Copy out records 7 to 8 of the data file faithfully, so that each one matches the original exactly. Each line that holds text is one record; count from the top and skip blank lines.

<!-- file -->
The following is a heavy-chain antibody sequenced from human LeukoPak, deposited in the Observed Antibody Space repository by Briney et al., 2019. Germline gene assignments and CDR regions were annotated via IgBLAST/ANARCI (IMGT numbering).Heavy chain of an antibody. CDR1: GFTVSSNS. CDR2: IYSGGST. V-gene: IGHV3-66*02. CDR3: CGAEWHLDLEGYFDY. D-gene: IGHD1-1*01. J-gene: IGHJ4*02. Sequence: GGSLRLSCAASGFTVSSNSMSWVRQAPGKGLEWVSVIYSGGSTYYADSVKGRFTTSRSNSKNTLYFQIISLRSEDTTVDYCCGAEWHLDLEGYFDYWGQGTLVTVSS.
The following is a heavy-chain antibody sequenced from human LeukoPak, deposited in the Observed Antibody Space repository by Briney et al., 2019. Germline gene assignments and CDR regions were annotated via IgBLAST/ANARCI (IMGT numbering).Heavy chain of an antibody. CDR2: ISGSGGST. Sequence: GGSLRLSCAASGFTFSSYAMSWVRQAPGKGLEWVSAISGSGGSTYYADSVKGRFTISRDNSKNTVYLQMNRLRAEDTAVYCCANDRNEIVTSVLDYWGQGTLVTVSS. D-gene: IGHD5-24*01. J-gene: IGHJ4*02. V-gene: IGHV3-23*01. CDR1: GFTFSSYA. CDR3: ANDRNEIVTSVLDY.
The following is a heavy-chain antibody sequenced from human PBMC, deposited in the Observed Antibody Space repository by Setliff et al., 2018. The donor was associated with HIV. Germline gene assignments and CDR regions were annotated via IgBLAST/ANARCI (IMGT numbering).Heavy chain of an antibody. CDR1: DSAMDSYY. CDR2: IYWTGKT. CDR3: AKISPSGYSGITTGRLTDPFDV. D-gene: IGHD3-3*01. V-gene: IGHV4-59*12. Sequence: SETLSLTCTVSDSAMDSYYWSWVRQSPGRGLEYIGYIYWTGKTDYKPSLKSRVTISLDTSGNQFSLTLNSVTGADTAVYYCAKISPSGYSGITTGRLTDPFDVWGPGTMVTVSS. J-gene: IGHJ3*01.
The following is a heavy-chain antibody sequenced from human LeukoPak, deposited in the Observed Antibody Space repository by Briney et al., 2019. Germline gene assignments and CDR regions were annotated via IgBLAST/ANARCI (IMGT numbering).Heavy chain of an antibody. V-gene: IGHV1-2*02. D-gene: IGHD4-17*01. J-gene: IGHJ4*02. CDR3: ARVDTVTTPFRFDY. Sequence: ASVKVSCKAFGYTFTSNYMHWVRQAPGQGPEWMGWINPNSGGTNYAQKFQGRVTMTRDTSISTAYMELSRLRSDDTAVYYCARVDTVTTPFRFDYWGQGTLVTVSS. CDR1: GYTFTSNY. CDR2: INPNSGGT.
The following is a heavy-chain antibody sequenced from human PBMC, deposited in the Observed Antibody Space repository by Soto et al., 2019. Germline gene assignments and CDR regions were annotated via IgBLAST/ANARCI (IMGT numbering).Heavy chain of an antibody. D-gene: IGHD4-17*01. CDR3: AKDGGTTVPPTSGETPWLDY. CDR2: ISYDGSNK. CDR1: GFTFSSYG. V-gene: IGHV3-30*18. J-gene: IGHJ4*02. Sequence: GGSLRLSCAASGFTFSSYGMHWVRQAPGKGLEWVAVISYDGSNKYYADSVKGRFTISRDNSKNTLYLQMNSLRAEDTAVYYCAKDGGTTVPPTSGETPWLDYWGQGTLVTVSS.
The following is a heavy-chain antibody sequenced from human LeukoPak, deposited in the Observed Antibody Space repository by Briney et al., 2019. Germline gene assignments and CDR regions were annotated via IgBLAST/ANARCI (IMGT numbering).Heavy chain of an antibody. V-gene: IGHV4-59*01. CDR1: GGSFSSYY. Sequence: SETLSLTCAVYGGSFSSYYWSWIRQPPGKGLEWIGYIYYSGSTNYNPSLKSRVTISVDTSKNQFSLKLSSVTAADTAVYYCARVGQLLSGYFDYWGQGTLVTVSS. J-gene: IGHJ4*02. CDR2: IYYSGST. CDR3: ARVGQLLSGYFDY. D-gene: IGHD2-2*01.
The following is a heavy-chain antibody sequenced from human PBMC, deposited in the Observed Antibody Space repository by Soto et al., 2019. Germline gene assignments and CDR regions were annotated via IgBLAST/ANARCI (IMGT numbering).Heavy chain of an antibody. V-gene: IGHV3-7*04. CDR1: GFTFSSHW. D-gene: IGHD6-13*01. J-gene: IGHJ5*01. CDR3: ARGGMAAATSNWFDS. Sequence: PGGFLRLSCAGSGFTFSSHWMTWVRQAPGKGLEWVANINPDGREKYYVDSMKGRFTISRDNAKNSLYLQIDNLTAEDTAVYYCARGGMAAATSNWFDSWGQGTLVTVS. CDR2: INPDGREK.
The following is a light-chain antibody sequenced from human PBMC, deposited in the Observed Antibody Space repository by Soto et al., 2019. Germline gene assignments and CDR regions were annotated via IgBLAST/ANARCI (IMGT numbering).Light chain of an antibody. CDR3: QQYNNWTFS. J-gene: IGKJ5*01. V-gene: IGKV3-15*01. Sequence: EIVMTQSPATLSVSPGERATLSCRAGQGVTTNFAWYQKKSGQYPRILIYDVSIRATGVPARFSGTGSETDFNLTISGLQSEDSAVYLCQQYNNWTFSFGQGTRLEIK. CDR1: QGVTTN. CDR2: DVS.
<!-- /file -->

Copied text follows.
The following is a heavy-chain antibody sequenced from human PBMC, deposited in the Observed Antibody Space repository by Soto et al., 2019. Germline gene assignments and CDR regions were annotated via IgBLAST/ANARCI (IMGT numbering).Heavy chain of an antibody. V-gene: IGHV3-7*04. CDR1: GFTFSSHW. D-gene: IGHD6-13*01. J-gene: IGHJ5*01. CDR3: ARGGMAAATSNWFDS. Sequence: PGGFLRLSCAGSGFTFSSHWMTWVRQAPGKGLEWVANINPDGREKYYVDSMKGRFTISRDNAKNSLYLQIDNLTAEDTAVYYCARGGMAAATSNWFDSWGQGTLVTVS. CDR2: INPDGREK.
The following is a light-chain antibody sequenced from human PBMC, deposited in the Observed Antibody Space repository by Soto et al., 2019. Germline gene assignments and CDR regions were annotated via IgBLAST/ANARCI (IMGT numbering).Light chain of an antibody. CDR3: QQYNNWTFS. J-gene: IGKJ5*01. V-gene: IGKV3-15*01. Sequence: EIVMTQSPATLSVSPGERATLSCRAGQGVTTNFAWYQKKSGQYPRILIYDVSIRATGVPARFSGTGSETDFNLTISGLQSEDSAVYLCQQYNNWTFSFGQGTRLEIK. CDR1: QGVTTN. CDR2: DVS.